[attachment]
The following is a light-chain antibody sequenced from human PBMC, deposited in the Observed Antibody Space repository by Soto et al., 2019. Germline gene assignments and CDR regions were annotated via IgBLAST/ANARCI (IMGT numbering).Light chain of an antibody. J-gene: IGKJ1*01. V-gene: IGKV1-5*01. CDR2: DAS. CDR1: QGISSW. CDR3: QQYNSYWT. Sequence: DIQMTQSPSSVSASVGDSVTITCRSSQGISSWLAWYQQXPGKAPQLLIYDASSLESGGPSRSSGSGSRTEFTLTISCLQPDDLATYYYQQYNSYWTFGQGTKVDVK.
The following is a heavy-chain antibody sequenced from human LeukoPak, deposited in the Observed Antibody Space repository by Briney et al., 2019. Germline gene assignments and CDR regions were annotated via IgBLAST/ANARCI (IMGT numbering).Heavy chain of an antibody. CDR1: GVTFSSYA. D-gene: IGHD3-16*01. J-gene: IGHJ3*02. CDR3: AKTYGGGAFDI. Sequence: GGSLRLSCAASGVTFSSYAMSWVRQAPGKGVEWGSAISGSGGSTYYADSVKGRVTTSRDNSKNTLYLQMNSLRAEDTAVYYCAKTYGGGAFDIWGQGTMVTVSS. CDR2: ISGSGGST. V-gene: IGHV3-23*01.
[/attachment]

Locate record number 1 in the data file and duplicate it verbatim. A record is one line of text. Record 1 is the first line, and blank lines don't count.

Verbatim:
The following is a light-chain antibody sequenced from human PBMC, deposited in the Observed Antibody Space repository by Soto et al., 2019. Germline gene assignments and CDR regions were annotated via IgBLAST/ANARCI (IMGT numbering).Light chain of an antibody. J-gene: IGKJ1*01. V-gene: IGKV1-5*01. CDR2: DAS. CDR1: QGISSW. CDR3: QQYNSYWT. Sequence: DIQMTQSPSSVSASVGDSVTITCRSSQGISSWLAWYQQXPGKAPQLLIYDASSLESGGPSRSSGSGSRTEFTLTISCLQPDDLATYYYQQYNSYWTFGQGTKVDVK.